The new station, expected to open in late 2019, will also feature two associated Park & Ride car parks, drop-off facility and an access road as part of this £18.9million scheme, and will facilitate the acceleration of the building of almost 1600 homes. There is planning permission in principle for these homes.The £10million of forward funding from the council will be repaid upon the completion of the houses through a Section 75 legal agreement. It is estimated that the completion of the development will bring an extra £14.2million to the economy every year.

Councillor Frank McAveety, Leader of Glasgow City Council, said: “This is fantastic news for Glasgow, providing a new rail station for the people of Robroyston and Millerston and helping to bring almost 1600 much-needed new homes to this part of the city. We are delighted to provide this forward funding to allow the early delivery of this project, and look forward to working with our partners through to its completion.”

Other partners in this project include Transport Scotland, SPT (Strathclyde Partnership for Transport), Network Rail, Elmford Ltd, Park Lane and Stewart Milne Homes.

Transport Minister Humza Yousaf said: “I welcome confirmation of this funding commitment for the proposed new station at Robroyston and Millerston from Glasgow City Council and their partners. In September we set out our own contribution of over £7 million to the scheme and with today’s announcement we can now look forward to the scheme moving towards the delivery phase, providing a welcome boost for the people of Robroyston and the wider development plans for the area.”

SPT Chairman Jonathan Findlay said: “The delivery of a new station and park and ride at Robroyston is a vital factor in ensuring the long-term success of the redevelopment of the area as a whole. SPT has played a key role in ensuring this project has progressed and we will continue to ensure it remains on track as it moves towards delivery.”

Funding will come from Glasgow City Council (up to £10million); Transport Scotland’s New Station Fund (£7.13million); SPT (£1.25million); and the developers (£485,000).

The developers have indicated that the early delivery of the rail station would accelerate the submission of detailed planning applications for the new homes.

The rail station will be located on the Glasgow – Cumbernauld line. The development of over 400 homes on the northern side of the line in Millerston/Robroyston has already begun.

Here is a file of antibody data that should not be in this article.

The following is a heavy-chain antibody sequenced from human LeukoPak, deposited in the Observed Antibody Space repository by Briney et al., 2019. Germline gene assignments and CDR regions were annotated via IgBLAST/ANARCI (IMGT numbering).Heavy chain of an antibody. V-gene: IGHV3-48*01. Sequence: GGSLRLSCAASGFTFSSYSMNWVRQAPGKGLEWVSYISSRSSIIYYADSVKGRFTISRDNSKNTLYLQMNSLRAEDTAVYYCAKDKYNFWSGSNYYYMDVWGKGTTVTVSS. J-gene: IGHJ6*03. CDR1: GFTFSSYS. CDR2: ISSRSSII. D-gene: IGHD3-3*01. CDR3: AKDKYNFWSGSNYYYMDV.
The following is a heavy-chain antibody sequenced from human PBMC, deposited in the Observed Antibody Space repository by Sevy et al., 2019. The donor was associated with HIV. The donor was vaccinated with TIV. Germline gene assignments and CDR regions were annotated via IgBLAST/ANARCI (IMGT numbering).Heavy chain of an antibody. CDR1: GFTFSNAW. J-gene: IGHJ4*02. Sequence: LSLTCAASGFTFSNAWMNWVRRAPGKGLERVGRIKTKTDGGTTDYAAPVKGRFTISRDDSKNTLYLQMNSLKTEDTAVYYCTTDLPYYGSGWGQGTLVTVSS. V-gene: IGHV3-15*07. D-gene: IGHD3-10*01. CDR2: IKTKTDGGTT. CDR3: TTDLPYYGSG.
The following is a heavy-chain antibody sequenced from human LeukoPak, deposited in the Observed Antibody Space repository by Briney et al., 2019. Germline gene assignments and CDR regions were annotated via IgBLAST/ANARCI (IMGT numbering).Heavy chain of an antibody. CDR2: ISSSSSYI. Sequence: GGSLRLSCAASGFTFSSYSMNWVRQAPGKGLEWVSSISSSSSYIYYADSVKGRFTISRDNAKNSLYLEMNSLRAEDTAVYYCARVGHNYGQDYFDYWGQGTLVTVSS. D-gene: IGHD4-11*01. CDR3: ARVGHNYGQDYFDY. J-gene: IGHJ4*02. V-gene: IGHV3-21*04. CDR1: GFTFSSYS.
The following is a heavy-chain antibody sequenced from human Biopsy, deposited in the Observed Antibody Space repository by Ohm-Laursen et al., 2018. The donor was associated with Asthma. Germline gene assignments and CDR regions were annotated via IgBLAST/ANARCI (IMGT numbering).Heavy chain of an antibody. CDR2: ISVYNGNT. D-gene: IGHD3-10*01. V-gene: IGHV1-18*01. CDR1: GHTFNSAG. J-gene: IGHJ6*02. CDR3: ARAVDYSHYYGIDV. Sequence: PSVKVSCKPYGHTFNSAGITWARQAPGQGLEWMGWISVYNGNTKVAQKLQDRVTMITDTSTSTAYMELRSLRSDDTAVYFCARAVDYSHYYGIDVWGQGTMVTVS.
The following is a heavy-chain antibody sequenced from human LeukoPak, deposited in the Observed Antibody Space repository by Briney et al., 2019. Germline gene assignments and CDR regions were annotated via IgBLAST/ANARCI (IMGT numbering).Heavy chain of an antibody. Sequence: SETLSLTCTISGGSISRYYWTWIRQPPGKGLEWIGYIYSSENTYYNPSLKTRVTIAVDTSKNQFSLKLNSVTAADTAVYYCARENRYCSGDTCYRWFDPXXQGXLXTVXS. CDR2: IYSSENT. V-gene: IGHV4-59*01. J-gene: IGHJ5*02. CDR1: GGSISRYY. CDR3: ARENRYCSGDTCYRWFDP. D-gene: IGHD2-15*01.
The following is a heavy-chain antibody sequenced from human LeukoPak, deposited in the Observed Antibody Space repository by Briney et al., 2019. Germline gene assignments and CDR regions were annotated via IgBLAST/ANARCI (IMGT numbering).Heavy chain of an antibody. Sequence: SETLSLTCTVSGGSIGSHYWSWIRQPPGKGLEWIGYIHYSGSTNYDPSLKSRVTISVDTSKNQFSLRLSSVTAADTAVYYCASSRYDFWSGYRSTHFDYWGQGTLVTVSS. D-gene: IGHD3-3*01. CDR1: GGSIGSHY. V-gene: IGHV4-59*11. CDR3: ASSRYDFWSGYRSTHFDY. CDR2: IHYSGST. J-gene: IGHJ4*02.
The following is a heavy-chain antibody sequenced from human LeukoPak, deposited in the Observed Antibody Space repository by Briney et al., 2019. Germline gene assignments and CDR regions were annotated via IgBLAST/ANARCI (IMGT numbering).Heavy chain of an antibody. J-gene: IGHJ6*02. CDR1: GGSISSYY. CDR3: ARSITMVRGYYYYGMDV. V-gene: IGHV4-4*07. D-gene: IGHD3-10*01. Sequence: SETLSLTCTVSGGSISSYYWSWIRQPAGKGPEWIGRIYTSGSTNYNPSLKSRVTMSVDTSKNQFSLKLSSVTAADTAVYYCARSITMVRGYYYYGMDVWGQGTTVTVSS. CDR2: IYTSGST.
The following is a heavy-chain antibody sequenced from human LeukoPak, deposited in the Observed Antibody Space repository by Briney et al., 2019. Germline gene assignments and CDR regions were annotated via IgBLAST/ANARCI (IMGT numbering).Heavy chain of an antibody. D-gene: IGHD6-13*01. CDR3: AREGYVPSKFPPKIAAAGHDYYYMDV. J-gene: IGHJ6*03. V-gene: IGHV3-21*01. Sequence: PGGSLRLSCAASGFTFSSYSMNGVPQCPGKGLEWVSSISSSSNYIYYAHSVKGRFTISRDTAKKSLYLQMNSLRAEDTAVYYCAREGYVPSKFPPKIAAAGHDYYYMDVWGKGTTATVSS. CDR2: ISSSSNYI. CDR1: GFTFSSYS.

Robroyston funding plan could bring forward opening date

Glasgow City Council Executive Board are set to debate a funding package on Thursday that could accelerate construction of the proposed railway station at Robroyston so that it opens in the next few years. The funding proposal will see the council offer £10m to complete the funding package for the railway station with it repaid by contributions from the developer building 1,600 houses on two development sites nearby.

Clearance work begins on Brierley Hill extension

Work to progress the proposed extension of the Midland Metro from Wednesbury to Brierley Hill is due to commence this week.

The Midland Metro Alliance (MMA), working on behalf of West Midlands Combined Authority (WMCA), will begin to clear vegetation from overgrown areas of the disused former South Staffordshire Railway line in order to carry out comprehensive structural and environmental surveys.

It is anticipated the construction of the route will begin during 2019 and that the route will open for passenger service in 2023.

The Wednesbury to Brierley Hill extension will be 11 kilometres (6.8 miles) long and have 17 stops, including 4 provisional stops.

The route will branch off from the existing east of the existing depot at Wednesbury and go via Dudley town centre, Merry Hill and the terminus at Brierley Hill.

The vegetation clearance process should take approximately two weeks and all residents and businesses who may be directly affected by the works have been informed they are taking place.

Councillor Roger Lawrence, lead member for transport for the WMCA, said: “Whilst this is not the formal start of work on the extension it is the first step towards it.